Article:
Stress: just one more portion of the human condition. I suppose for some it’s that simple. But if you’re struggling with a mood or anxiety disorder, stress can be public enemy number one. When it comes to protecting ourselves from danger, it’s incumbent upon us to learn all we can about the threat. Hence, our need-to-know series…
Our friend isn’t meditating. No, he’s stressed to the max and doing all he can to keep it together. His current stress load is hard enough to deal with, but he’s also been wrestling with depressive episodes and generalized anxiety. I feel for the guy. And I know he doesn’t have to fall into the deepest, darkest abyss.
Stress abounds these days. And though I highlighted those trying to manage a mood or anxiety disorder as we opened, stress is clobbering most everyone. Goofy and treacherous times, indeed.
Be that as it may, I for one don’t care to slice and dice it. I mean, I know how and why stress hits me. I’d rather invest my personal resources in deeply understanding and managing the phenomenon.
Well, the current stressful state of many internal and external worlds is what led me to what I thought was the topic for just this week’s piece. But when I dug-in, I realized one article wasn’t going to do stress justice. So we’re going to do a series with three installments. We’ll handle defining details of stress, and its history, this week. And we’ll review the dynamics of the stress response in Part 2 and how to best manage stress in Part 3.
With the exception of the definition of stress we’re about to get into, the information for this article came from the Centre for Studies on Human Stress (CSHS). As they share their purpose on their well worth visiting website: “…dedicated to improving the physical and mental health of Canadians by empowering individuals with scientifically grounded information on the effects of stress on the brain and body.”
Lots of bright people involved with that organization.
What is stress?
What better way to get things rolling than to define our subject matter? Within our context, I like these two perspectives on stress from Merriam-Webster…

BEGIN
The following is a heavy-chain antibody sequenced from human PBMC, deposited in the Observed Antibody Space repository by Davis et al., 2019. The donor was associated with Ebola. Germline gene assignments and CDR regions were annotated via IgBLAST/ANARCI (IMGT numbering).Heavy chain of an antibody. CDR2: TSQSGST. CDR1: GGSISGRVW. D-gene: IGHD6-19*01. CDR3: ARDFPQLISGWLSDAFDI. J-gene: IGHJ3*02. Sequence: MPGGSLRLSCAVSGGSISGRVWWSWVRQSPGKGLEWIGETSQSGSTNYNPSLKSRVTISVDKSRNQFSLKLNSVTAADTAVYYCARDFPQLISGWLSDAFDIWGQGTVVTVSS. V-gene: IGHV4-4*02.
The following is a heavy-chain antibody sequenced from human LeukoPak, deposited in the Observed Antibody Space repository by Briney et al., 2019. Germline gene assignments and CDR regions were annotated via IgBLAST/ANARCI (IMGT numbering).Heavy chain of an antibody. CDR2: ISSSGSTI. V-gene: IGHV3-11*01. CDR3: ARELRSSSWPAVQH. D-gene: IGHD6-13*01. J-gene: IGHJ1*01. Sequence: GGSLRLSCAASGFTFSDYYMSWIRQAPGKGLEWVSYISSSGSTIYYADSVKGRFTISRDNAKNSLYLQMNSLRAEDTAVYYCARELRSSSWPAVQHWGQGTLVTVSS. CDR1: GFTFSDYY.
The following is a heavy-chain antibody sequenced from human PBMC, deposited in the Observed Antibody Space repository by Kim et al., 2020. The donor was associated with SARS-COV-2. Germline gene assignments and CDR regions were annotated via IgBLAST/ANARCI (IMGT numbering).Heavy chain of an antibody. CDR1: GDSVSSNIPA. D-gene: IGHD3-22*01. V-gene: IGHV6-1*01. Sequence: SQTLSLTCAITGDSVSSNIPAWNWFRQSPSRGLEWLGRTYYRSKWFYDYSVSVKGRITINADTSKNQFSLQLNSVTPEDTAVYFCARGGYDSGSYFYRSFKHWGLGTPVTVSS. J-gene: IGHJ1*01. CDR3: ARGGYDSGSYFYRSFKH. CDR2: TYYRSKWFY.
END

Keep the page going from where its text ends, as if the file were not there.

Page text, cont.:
- a physical, chemical, or emotional factor that causes bodily or mental tension and may be a factor in disease causation
- a state resulting from a stress – especially: one of bodily or mental tension resulting from factors that tend to alter an existent equilibrium
Aside from your personal experience, think those nail it down?
But there’s much more. Did you know stress has a fascinating history? Let’s take a look…
The history of stress
János Hugo Bruno “Hans” Selye, a 20th century Hungarian-Canadian endocrinologist, is considered to be one of the pioneers of stress research.
It was Selye who came up with the term “stress,” which he borrowed from the world of physics. As you may know, in physics, stress is the force that produces strain on a physical body. For instance, bending a piece of metal until it snaps occurs because of the stress – force – exerted upon it.
It was after completing his medical training in the 1920s that Selye began using the term stress. He chose it because he noticed that no matter the diagnosis of his hospitalized patients, they had one thing in common: they all looked sick. And he surmised it was because they were all under physical stress.